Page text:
Thought leadership is often viewed as a corporate communications tour de force. It combines essential components of a successful communications strategy by using storytelling and relationship building to establish strategic positioning and brand awareness. But as we find ourselves spending more and more time sifting through the online chatter, the management of information dissemination is becoming increasingly vital. Has thought leadership fallen victim to its own success?
Ever since McKinsey set the standard for the modern consulting firm and pioneered one of the first thought leadership platforms, McKinsey Quarterly, corporate service-providers have been providing free, non-commercial content as a way to seduce and inspire faith in their clients. The dawn of the management consultancy era dramatically changed services marketing by forcing firms to adopt an innovative marketing strategy to pitch their competitive advantage in a market traditionally dominated by law and accounting firms that traded on ‘high-quality’, ‘world-class’ services in exchange for equally earth shattering hourly fees. As a result, brands like McKinsey, Boston Consulting Group (via BCG Perspectives) and Bain and Co. (Insights) started giving their expertise straight to the consumer in a strategy designed to inspire confidence and whet the client’s appetite. In today’s digital age, traditional marketing jargon has almost entirely given way to ‘show and tell’ – thought leadership enables firms to prove they are client-focused and innovative enough to prepare for an uncertain future. Furthermore, it bolsters their brand awareness, making it synonymous with a tangible product and a culture that fosters innovative thinking and creative expertise.
This phenomenon is nowhere more relevant perhaps, than in the world’s leading learning hubs, where knowledge transmission itself is sold with hefty price-tags. The Financial Times cites 100 business schools in its annual MBA ranking – a figure that is testament to an intense demand for business education, particularly in emerging countries, and an increasingly fierce playing field for global education providers. Reputation is everything as the proliferation of such brands – Harvard, Stanford, INSEAD, Wharton, LBS, ESCP and HEC, to name but a few of these household names – has shown. They, too, are under pressure to differentiate in a market flooded with ambitious, clever and economically minded prospective students from the East, who need transferable skills to compete in a brutal job market. INSEAD Knowledge has been leading the pack for years and boasts an entire editorial team, led by Shellie Karabell, a TV journalist with over 30 years experience and previously CNBC’s bureau chief in Paris. By going above and beyond faculty research, INSEAD Knowledge has redefined what business school thought leadership entails. Its content production and presentation rivals any major news provider and includes interviews with world business leaders, videos and complete versions in Chinese and Arabic. It is no surprise then that other schools, particularly those on the other side of the pond, have followed suit. Harvard’s Working Knowledge is an online descendent of the school’s reputed Harvard Business Review that is industry and sector driven. Knowledge@Wharton renders business school research and industry news highly accessible and is thus, a favorite for journalists seeking a clever citation for an article. In the UK, LBS Business Strategy Review and Cass Knowledge are also following the trend of promoting academic institutions as the birthplace of the modern consultant, whereas in France, ESSEC Knowledge‘s Points of View comes second to faculty research reflecting a rigorous academic culture. Despite their differences, their strategic goals are the same: Attract the world’s best and brightest students and ensure their appointment to the top of the world’s corporate and institutional power houses.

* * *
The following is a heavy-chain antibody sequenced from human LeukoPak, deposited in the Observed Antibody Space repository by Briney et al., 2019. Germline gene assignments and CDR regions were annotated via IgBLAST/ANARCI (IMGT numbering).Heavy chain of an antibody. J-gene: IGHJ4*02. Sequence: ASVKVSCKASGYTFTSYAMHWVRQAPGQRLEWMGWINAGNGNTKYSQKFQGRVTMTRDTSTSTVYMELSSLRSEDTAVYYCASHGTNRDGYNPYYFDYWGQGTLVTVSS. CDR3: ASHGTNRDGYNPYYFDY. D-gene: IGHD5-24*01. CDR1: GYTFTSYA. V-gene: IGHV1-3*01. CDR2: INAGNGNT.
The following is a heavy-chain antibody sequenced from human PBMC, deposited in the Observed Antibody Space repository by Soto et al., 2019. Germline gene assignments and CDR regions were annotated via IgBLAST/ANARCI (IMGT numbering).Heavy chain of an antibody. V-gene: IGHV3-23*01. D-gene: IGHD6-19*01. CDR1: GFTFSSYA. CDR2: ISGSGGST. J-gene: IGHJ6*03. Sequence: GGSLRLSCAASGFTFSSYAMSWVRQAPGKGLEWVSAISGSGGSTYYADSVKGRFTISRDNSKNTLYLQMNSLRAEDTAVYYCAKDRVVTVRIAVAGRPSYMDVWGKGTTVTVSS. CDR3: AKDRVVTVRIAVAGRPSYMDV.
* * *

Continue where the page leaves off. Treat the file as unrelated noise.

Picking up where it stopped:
An obvious pitfall of this seemingly no-fail approach to getting the attention of prospective clients is ensuring the creation of all this ‘thought-leadership’, and overcoming the tricky hurdle of delivering it consistently and in a timely fashion. User-generated content has somewhat come to the rescue as blogs and the growth of online ‘expert’ communities such as the IBM Smart Grid and Accenture’s weblog demonstrate. However, the concept ‘user-generated’ has lost some of its shiny buzz as it teeters dangerously close to the blurry lines of social networking (Facebook, Twitter and the likes). It seems that true ‘thought leadership’ is in danger of getting lost in the information sandstorm. CEOs and high-school students alike are adopting tools to manage both their intake and diffusion of knowledge: RSS readers and filters (with the help of Google and Facebook) screen our news feeds. We coordinate our own brand diffusion via reciprocal LinkedIn, Twitter and Facebook applications. But where will all this lead? Our ability to maintain authenticity and relevance, and still access true ‘thought leadership’, without falling victim to “online filter bubbles”, (a worrying concept eloquently described by Eli Pariser on the acclaimed TED portal), as the online world hurtles towards saturation point will continue to be a major challenge for our digital future.